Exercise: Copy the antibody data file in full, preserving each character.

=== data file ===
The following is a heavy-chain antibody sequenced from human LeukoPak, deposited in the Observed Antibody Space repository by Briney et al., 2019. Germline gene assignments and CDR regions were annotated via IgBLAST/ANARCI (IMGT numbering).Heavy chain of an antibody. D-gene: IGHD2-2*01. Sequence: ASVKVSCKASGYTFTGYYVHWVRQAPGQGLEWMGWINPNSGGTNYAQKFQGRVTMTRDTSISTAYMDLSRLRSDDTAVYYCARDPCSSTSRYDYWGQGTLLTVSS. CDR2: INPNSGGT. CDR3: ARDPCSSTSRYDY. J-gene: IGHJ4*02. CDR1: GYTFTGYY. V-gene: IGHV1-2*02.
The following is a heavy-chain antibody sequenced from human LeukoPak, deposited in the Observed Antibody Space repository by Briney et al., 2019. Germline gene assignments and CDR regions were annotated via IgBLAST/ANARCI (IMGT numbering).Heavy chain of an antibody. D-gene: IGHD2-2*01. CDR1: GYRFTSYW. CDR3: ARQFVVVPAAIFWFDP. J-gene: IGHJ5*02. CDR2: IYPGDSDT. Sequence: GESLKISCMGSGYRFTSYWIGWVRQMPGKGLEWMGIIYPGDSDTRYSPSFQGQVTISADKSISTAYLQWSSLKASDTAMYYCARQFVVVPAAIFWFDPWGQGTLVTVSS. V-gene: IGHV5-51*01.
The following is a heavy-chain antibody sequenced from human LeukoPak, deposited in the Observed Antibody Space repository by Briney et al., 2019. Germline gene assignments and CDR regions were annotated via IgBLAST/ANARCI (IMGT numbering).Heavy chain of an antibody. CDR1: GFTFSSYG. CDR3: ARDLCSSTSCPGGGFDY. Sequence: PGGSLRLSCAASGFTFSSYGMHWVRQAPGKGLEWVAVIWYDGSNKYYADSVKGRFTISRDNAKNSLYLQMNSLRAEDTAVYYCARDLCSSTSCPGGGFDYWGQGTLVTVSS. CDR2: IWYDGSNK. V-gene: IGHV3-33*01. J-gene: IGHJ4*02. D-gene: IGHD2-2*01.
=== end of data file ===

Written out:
The following is a heavy-chain antibody sequenced from human LeukoPak, deposited in the Observed Antibody Space repository by Briney et al., 2019. Germline gene assignments and CDR regions were annotated via IgBLAST/ANARCI (IMGT numbering).Heavy chain of an antibody. D-gene: IGHD2-2*01. Sequence: ASVKVSCKASGYTFTGYYVHWVRQAPGQGLEWMGWINPNSGGTNYAQKFQGRVTMTRDTSISTAYMDLSRLRSDDTAVYYCARDPCSSTSRYDYWGQGTLLTVSS. CDR2: INPNSGGT. CDR3: ARDPCSSTSRYDY. J-gene: IGHJ4*02. CDR1: GYTFTGYY. V-gene: IGHV1-2*02.
The following is a heavy-chain antibody sequenced from human LeukoPak, deposited in the Observed Antibody Space repository by Briney et al., 2019. Germline gene assignments and CDR regions were annotated via IgBLAST/ANARCI (IMGT numbering).Heavy chain of an antibody. D-gene: IGHD2-2*01. CDR1: GYRFTSYW. CDR3: ARQFVVVPAAIFWFDP. J-gene: IGHJ5*02. CDR2: IYPGDSDT. Sequence: GESLKISCMGSGYRFTSYWIGWVRQMPGKGLEWMGIIYPGDSDTRYSPSFQGQVTISADKSISTAYLQWSSLKASDTAMYYCARQFVVVPAAIFWFDPWGQGTLVTVSS. V-gene: IGHV5-51*01.
The following is a heavy-chain antibody sequenced from human LeukoPak, deposited in the Observed Antibody Space repository by Briney et al., 2019. Germline gene assignments and CDR regions were annotated via IgBLAST/ANARCI (IMGT numbering).Heavy chain of an antibody. CDR1: GFTFSSYG. CDR3: ARDLCSSTSCPGGGFDY. Sequence: PGGSLRLSCAASGFTFSSYGMHWVRQAPGKGLEWVAVIWYDGSNKYYADSVKGRFTISRDNAKNSLYLQMNSLRAEDTAVYYCARDLCSSTSCPGGGFDYWGQGTLVTVSS. CDR2: IWYDGSNK. V-gene: IGHV3-33*01. J-gene: IGHJ4*02. D-gene: IGHD2-2*01.